Canadian comedian, Aliya Kanani, has come to Melbourne for her first solo comedy show, Where You From, From? As a person of colour, it's a question she has been asked many times but it's also a question that people are often not satisfied with the response until they get one that confirms the "otherness" of the person. In her show, Kanani explores how these moments have played out in her life, but it's also about how she sees it play out in others' that results in this show being more positive and empowering than you would initially expect.
There is so much energy to Kanani and she is genuinely thrilled to be performing in Melbourne. However, she never lets this excitement envelop her and remains focused on giving the audience a good time. She's extremely comfortable with the material - after all, she has lived it - but she tells it in a way that's like the first time a friend is telling you a story about something that happened to them. There's great interaction with the audience and Kanani is constantly checking in with us to make sure we are still on board.
There are undoubtedly numerous stories that Kanani has to share regarding identity, race and belonging. She has travelled to thirty countries, attended ten schools and speaks six languages so the question of "where you from?" comes with a lot of history. It is a little disappointing then that Kanani's show only has a running time of 50 minutes - which also includes a five minute support act - as it feels like there is so much more Kanani could unpack with a further 15 minutes.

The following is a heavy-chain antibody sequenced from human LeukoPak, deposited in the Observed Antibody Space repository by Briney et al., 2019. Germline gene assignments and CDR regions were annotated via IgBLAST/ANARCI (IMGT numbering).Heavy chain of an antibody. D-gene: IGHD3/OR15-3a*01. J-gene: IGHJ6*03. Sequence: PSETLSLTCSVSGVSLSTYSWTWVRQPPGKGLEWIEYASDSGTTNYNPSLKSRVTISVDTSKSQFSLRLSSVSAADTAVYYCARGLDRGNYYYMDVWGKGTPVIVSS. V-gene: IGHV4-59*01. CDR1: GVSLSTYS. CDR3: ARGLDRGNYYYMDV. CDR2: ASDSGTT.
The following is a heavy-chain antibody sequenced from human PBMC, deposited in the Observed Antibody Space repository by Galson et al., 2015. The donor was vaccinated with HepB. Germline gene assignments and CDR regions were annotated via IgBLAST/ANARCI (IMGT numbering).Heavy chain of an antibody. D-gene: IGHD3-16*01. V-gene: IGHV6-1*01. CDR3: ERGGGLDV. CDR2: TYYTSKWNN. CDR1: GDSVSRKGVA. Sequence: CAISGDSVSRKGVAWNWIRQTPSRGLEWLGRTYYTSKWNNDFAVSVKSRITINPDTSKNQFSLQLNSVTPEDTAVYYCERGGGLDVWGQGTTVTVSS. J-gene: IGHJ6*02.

The anecdotes we do hear are very entertaining and the flow from one to the other is smoothly delivered. Kanani tells us of the dangers of yelling out your partner's name in an airport (particularly problemtic when that name happens to rhyme with "Allah") and reveals a surprising link between people of colour and cancer.
While her "otherness" is the central theme of the conversation in Where You From, From?, the heart of Kanani's show is in forming a "togetherness" with the room and her audience. It's a fun show in which Kanani highlights issues on racism, sexism and identity while ensuring the audience always has plenty to laugh at and plenty to bond over.
Venue: Coopers Inn, 282 Exhibiton St., Melbourne.
Season: Until 21 April, Wed - Mon 6:30pm
Length: 50 minutes
Tickets: $20 Full | $15 Wild Wednesday
Bookings: MICF website